Trichloroethylene (TRI)

Trichloroethylene (TRI) is a partially chlorinated C2-hydrocarbon with the formula C2Cl3H. TRI is used:

  1. as feedstock material to produce fluorinated hydrocarbons (for instance for use in refrigeration and airconditioning systems) and fluorinated polymers and
  2. as an industrial solvent in various applications, among which the cleaning of storage tanks for liquid oxygen and hydrogen.

© © Industrial metal degreasing is one of the TRI applications. Whereas in the past the use as a solvent was predominant, it's today the contrary: the majority of produced TRI (ca. 80%) goes into the production of other chemicals.
TRI is a clear non-flammable liquid with an 87°C boiling point, has good chemical stability, is non-miscible with water and has a low evaporation energy (about 9 times lower than water). This makes TRI well-suited for vapour phase decreasing and equipment internal recycling through distillation with a constant re-use in closed loop systems at high quality levels.

REACH: TRI has been added to ANNEX XIV of REACH on the 21st of April 2013 with the following dates:

  • Application Date: October 21, 2014 (date by which applications for authorization must be submitted to allow continued uses after the sunset date),
  • Sunset Date: April 21, 2016)

TRI can only be used after the sunset date  when a downstream user or his supplier holds an authorization for a particular use or the use falls under certain exemptions such as intermediate use or use in scientific research and development below 1mt/year (which includes the use in quality control). Please contact your supplier if TRI is mandatory for your operation and you need to continue to use it.
Please refer to the webpage of the European Chemical Agency ECHA for further information on authorisation.

For more information of Trichloroethylene please refer to the respective Health Profile and Product Safety Summary Document (Publication



Montreal Protocol Meeting - ECSA & HSIA side event

November 2017

DCM & the ozone layer
24 November 2017 – 13hrs – Montréal

During this side event, we will provide you with scientific facts and figures on the worldwide production, emissions of the VSLS Dichloromethane (DCM) and its negligible contribution to ozone depletion.
We will consider the following criteria: global production by industry and emissions, global natural production, behavior and effect on the atmosphere, regulatory overview for DCM. The full paper is available here. A one-pager summary is also available.
More information

IOELVs for DCM, CTC and PER published

February 2017

Indicative Occupational Exposure Limit Values (IOELVs) for DCM, CTC and PER have been published by the EU Commission (cf. DIRECTIVE (EU) 2017/164 of 31.1.2017), which are in line with the REACH DNEL(inhalation) for workers.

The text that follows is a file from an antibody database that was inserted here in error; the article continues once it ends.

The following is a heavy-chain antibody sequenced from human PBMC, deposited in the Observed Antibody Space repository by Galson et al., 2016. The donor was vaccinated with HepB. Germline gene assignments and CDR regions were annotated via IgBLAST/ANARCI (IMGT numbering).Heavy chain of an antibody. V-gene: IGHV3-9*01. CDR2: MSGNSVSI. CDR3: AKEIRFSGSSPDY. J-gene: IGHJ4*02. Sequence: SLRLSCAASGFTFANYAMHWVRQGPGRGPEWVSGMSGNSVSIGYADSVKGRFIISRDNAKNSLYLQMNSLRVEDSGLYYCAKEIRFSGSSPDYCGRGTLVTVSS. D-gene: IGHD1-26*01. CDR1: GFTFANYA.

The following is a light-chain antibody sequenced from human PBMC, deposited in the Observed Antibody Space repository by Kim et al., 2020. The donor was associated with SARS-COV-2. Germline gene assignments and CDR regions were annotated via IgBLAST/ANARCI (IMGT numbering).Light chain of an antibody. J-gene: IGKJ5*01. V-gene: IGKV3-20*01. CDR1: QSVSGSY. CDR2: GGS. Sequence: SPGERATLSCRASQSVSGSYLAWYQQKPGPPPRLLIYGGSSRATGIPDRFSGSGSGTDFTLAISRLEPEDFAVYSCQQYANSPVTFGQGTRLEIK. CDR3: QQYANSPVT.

These IOELVs have to be considered by member states for setting national exposure limits (OELs), which they have to accomplish by 21. August 2018. Only national OELs are legally binding for occupational safety, whereas the IOELVs have to be considered by users in case no OELs is set, yet.  The relevant OELs are provided with the SDS of the solvents suppliers (cf. chapter 8.1). 


UBA PMT criteria published

February 2018

The German Environment Agency (UBA, Umweltbundesamt) has published the assessment of "Persistence, Mobility and Toxicity (PMT)" with the desire to protect drinking water sources. Applying conservative criteria for PMT as defined by UBA, perchloroethylene (PER) and trichloroethylene (TRI) appear as number 2 and 3 on the report. UBA also aims to establish PMT as an equivalent concern to identify SVHC substance for authorisation under REACH. ECSA does not consider SVHC identification using PMT criteria as the appropriate tool to improve drinking water quality due to this being a pure hazard based approach and thus does not consider risk. TRI is already listed in Annex XIV (authorisation) and today PER is handled almost exclusively in closed systems with no intentional emission to water or soil. For further information see the ECSA position paper on PER here.

New Study on DCM

October 2016

Together with HSIA, ECSA supported a study to clarify the mode of action of cancer formation for methylene chloride (DCM). A publication is expected soon in a peer reviewed scientific journal. The outcome of the study shows that below a threshold there is no risk on cancer formation related to DCM.